If there’s one aspect of the education I’m fostering in South Korea I heartily despise, it’s its vocational emphasis.
It’s not just that students can get credit for sitting in a classroom if they succeed at getting a job in their career field.
It’s that students are only concerned about the next step, and not their whole lives.
Walter Russell Mead has good advice for students, but the best is “Get a traditional liberal education; it is the only thing that will do you any good.”
Following this advice will be hard; a liberal education is no easy thing to get, and not everybody wants you to have one. However, in times of rapid change, it is paradoxically more useful to immerse yourself in the basics and the classics than to try to keep up with the latest developments and hottest trends. You can be almost 100% sure that the hot theories making waves in academia today will be forgotten or superseded in twenty years – but fifty years from now people will still be reading and thinking about the classic texts that have shaped our world. Use your college years to ground yourself in the basic great books and key ideas and values that will last.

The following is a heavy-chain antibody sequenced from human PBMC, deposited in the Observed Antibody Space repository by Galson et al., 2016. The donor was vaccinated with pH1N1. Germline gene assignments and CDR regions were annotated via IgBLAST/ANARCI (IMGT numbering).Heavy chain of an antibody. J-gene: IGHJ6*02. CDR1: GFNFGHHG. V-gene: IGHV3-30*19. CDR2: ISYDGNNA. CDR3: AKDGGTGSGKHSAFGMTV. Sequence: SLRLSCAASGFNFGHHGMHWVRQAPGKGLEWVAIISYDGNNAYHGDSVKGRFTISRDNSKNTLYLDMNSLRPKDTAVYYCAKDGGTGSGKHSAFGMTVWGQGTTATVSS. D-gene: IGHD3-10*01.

For the same reason, don’t worry too much about getting specific skills at this stage. You are going to keep learning new skills all your life and you are going to find many of your skills obsolete as time goes on (when I was a kid I was very good at operating something called a mimeograph machine). What you want to do now is to develop your ability to learn.
1. Achieve literacy in math and science, and the scientific method;
2. Study the great debates in the western tradition;
3. Study about your country and get to know its people;
4. Study a foreign language and another culture;
5. Learn to write well;
6. Take courses by great teachers.
I wish my students could read this.